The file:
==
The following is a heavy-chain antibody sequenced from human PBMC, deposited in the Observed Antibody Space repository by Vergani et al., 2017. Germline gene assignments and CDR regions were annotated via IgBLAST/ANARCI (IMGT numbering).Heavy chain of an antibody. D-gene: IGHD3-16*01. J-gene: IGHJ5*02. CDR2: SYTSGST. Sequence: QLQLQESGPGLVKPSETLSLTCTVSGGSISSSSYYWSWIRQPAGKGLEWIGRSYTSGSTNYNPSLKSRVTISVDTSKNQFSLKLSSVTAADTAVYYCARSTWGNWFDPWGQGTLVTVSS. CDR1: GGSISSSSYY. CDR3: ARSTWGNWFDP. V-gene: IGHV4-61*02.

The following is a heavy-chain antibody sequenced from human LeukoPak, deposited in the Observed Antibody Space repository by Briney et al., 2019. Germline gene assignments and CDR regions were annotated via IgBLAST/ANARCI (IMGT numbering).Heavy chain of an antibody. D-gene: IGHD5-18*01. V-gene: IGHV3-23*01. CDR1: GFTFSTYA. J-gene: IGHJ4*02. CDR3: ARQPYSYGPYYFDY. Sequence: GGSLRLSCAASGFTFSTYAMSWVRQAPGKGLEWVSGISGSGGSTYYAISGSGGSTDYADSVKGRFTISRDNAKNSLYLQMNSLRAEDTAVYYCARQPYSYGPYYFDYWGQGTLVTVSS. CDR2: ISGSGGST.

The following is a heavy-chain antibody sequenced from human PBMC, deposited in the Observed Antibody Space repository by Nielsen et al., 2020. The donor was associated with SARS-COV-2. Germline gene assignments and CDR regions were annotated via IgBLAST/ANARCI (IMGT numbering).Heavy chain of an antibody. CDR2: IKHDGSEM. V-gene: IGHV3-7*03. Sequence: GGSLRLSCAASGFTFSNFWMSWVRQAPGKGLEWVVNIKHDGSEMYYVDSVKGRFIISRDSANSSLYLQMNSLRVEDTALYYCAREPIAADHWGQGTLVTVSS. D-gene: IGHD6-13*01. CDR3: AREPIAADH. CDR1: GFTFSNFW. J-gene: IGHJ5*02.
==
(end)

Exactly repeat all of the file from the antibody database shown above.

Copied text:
The following is a heavy-chain antibody sequenced from human PBMC, deposited in the Observed Antibody Space repository by Vergani et al., 2017. Germline gene assignments and CDR regions were annotated via IgBLAST/ANARCI (IMGT numbering).Heavy chain of an antibody. D-gene: IGHD3-16*01. J-gene: IGHJ5*02. CDR2: SYTSGST. Sequence: QLQLQESGPGLVKPSETLSLTCTVSGGSISSSSYYWSWIRQPAGKGLEWIGRSYTSGSTNYNPSLKSRVTISVDTSKNQFSLKLSSVTAADTAVYYCARSTWGNWFDPWGQGTLVTVSS. CDR1: GGSISSSSYY. CDR3: ARSTWGNWFDP. V-gene: IGHV4-61*02.

The following is a heavy-chain antibody sequenced from human LeukoPak, deposited in the Observed Antibody Space repository by Briney et al., 2019. Germline gene assignments and CDR regions were annotated via IgBLAST/ANARCI (IMGT numbering).Heavy chain of an antibody. D-gene: IGHD5-18*01. V-gene: IGHV3-23*01. CDR1: GFTFSTYA. J-gene: IGHJ4*02. CDR3: ARQPYSYGPYYFDY. Sequence: GGSLRLSCAASGFTFSTYAMSWVRQAPGKGLEWVSGISGSGGSTYYAISGSGGSTDYADSVKGRFTISRDNAKNSLYLQMNSLRAEDTAVYYCARQPYSYGPYYFDYWGQGTLVTVSS. CDR2: ISGSGGST.

The following is a heavy-chain antibody sequenced from human PBMC, deposited in the Observed Antibody Space repository by Nielsen et al., 2020. The donor was associated with SARS-COV-2. Germline gene assignments and CDR regions were annotated via IgBLAST/ANARCI (IMGT numbering).Heavy chain of an antibody. CDR2: IKHDGSEM. V-gene: IGHV3-7*03. Sequence: GGSLRLSCAASGFTFSNFWMSWVRQAPGKGLEWVVNIKHDGSEMYYVDSVKGRFIISRDSANSSLYLQMNSLRVEDTALYYCAREPIAADHWGQGTLVTVSS. D-gene: IGHD6-13*01. CDR3: AREPIAADH. CDR1: GFTFSNFW. J-gene: IGHJ5*02.